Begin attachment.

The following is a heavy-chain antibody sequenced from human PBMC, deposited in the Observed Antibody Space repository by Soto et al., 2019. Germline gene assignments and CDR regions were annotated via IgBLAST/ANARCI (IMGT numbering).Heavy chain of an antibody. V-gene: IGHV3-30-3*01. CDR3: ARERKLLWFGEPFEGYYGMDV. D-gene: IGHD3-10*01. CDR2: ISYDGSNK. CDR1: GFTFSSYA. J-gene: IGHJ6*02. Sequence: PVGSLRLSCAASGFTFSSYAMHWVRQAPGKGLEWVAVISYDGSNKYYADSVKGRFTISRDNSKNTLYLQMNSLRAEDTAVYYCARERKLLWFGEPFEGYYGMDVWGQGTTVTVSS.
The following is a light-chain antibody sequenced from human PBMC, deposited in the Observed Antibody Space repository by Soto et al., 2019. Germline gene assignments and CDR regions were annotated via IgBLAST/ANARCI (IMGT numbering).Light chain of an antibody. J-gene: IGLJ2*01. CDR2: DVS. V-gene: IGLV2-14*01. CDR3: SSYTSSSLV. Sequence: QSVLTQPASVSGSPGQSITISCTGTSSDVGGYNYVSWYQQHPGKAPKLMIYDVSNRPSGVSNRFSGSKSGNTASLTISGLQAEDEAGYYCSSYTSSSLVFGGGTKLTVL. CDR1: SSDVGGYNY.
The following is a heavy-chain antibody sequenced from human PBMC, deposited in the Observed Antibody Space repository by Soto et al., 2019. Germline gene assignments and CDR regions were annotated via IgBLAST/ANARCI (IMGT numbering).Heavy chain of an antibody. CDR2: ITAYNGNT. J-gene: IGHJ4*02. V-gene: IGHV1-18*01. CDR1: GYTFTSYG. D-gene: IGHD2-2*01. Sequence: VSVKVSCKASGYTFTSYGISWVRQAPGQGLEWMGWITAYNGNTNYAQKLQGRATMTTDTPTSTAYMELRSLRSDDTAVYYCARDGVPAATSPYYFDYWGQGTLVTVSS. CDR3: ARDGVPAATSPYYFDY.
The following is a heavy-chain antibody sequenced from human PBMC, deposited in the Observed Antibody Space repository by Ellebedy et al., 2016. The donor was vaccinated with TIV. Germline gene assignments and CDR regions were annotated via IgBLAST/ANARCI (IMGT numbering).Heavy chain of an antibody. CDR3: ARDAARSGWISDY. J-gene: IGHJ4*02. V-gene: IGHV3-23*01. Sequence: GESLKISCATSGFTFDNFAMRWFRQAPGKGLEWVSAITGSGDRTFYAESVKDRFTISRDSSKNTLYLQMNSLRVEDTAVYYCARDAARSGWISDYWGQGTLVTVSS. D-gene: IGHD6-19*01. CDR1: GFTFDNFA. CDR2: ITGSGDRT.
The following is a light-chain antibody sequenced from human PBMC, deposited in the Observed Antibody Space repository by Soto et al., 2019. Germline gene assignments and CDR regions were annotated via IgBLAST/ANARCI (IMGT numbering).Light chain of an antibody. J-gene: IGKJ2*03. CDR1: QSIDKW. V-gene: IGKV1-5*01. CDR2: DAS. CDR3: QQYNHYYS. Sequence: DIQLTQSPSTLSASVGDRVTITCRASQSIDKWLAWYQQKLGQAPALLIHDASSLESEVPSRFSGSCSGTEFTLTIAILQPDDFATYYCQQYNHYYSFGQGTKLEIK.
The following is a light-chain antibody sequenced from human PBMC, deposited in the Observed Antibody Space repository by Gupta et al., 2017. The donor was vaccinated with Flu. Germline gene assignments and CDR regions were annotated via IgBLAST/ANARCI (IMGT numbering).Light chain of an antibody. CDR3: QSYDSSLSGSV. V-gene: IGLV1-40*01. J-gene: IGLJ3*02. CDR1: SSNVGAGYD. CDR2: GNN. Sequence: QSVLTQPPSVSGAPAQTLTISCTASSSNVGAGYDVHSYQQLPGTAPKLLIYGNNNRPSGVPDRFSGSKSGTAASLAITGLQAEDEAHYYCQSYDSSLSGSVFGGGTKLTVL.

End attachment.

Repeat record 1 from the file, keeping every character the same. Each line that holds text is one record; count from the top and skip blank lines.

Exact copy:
The following is a heavy-chain antibody sequenced from human PBMC, deposited in the Observed Antibody Space repository by Soto et al., 2019. Germline gene assignments and CDR regions were annotated via IgBLAST/ANARCI (IMGT numbering).Heavy chain of an antibody. V-gene: IGHV3-30-3*01. CDR3: ARERKLLWFGEPFEGYYGMDV. D-gene: IGHD3-10*01. CDR2: ISYDGSNK. CDR1: GFTFSSYA. J-gene: IGHJ6*02. Sequence: PVGSLRLSCAASGFTFSSYAMHWVRQAPGKGLEWVAVISYDGSNKYYADSVKGRFTISRDNSKNTLYLQMNSLRAEDTAVYYCARERKLLWFGEPFEGYYGMDVWGQGTTVTVSS.